But, then there's the thread from a couple of weeks ago in which many posted they wouldn't alert authorities if they saw a child left alone in a car.


    1 members found this post helpful.

  12. #32
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    Quote Originally Posted by ezduzit View Post
    I can say with authority, I never once forgot my child. I'm understand that it happens to some people. What I have a hard time understanding is the blase attitude towards it. Why aren't people screaming for other people to WAKE UP...YOU HAVE YOUR CHILD WITH YOU. Nothing else matters...not your work day; not your shopping list; not a phone call or a text. Nothing else matters.

    That's what I don't understand.
    What I see you suggesting is that nothing else should be on a parent's mind when his or her child is in the car with them. In a perfect world, yes. In the real world, what you're suggesting simply isn't realistic. Yes, even with your child in the car, other things DO matter. They don't matter more than the child, obviously, but they matter. People DO have jobs and other kids and other responsbilities to be mindful of, and our brains are not perfect. We all forget things. Our minds wander, or we operate on auto-pilot. Most of the time when this happens, the consequences are inconvenient, not catastrophic. That's what you don't seem to understand -- that when a child is left in a car, it's often a function of our brains working the way they normally do, 95 percent of the time with no earth-shattering consequences.

    A dead child is a mercifully rare example of when the consequences are utterly devastating.
    Your future is created by what you do today, not tomorrow.


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  13. #33
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    It's interesting that some people take active, intentional measures- they put their purse next to the baby in the back seat or something to remind of the baby in the front seat or on their key chain... Because they recognize how easy it would be to be distracted and forget the kid.

    Stating you've never forgotten your kid is not a claim at perfection or that you've never forgotten 'anything'. It's a statement of fact [or fact to this date].
    Why the snark at those who share the common thought that 'those people' are somehow different than 'us'?
    That very thought process, that those who do forget their kids are somehow different, is part of this problem. Snark doesn't help solve it though.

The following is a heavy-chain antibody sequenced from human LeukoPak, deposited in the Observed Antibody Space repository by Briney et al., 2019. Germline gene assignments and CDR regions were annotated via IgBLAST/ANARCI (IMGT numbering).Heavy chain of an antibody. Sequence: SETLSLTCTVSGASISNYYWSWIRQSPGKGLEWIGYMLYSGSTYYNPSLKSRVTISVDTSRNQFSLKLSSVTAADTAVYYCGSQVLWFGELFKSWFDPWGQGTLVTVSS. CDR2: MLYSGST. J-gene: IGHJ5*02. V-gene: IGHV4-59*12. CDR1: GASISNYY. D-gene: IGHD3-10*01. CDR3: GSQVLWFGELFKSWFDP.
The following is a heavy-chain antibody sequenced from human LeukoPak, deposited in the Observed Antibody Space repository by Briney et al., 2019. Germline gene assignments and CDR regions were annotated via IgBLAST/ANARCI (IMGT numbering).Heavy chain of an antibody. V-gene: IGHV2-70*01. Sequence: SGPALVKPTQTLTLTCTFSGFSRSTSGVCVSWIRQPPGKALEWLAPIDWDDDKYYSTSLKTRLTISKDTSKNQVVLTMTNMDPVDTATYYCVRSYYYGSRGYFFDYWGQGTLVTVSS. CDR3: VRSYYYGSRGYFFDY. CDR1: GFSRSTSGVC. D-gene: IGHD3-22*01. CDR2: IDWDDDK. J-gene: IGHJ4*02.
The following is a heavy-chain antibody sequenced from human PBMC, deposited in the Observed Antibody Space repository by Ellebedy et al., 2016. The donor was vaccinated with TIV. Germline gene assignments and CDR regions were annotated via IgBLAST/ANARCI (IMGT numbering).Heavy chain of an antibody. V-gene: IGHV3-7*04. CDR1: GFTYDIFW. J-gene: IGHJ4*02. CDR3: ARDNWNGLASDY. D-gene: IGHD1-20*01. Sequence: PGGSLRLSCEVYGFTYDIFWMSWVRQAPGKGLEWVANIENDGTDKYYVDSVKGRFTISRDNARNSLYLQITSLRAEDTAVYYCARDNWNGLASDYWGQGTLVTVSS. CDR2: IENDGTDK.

Yo/Yousolong April 23rd, 1985- April 15th, 2014

    http://notesfromadogwalker.com/2012/...m-a-sanctuary/


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  14. #34
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    Quote Originally Posted by Windsor1 View Post
    What I see you suggesting is that nothing else should be on a parent's mind when his or her child is in the car with them. In a perfect world, yes. In the real world, what you're suggesting simply isn't realistic. Yes, even with your child in the car, other things DO matter. They don't matter more than the child, obviously, but they matter. People DO have jobs and other kids and other responsbilities to be mindful of, and our brains are not perfect. We all forget things. Our minds wander, or we operate on auto-pilot. Most of the time when this happens, the consequences are inconvenient, not catastrophic. That's what you don't seem to understand -- that when a child is left in a car, it's often a function of our brains working the way they normally do, 95 percent of the time with no earth-shattering consequences.

    A dead child is a mercifully rare example of when the consequences are utterly devastating.
    I try to compartmentalize my 'responsibilities'.
    When I am doing task 1, I focus on task 1.
    It's not a perfect 'trick' and I'm not perfect, there are events occurring in our lives all the time that take over our minds and our focus... but I strive to be better tomorrow than I am today.

    I think that is what people are suggesting when they share that they can't comprehend... or their tricks to 'remember'.
    Yes this could happen to any of us. Yes it's rare.
    The question is how do we make it even less likely?
    Put the cell phone down. Maybe. Focus on the task at hand instead of multitasking. Maybe.

    That's not a suggestion that those options will eliminate the incidence, but could it reduce them?
    Yo/Yousolong April 23rd, 1985- April 15th, 2014

    http://notesfromadogwalker.com/2012/...m-a-sanctuary/


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  15. #35
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    Quote Originally Posted by ser42 View Post
    But, then there's the thread from a couple of weeks ago in which many posted they wouldn't alert authorities if they saw a child left alone in a car.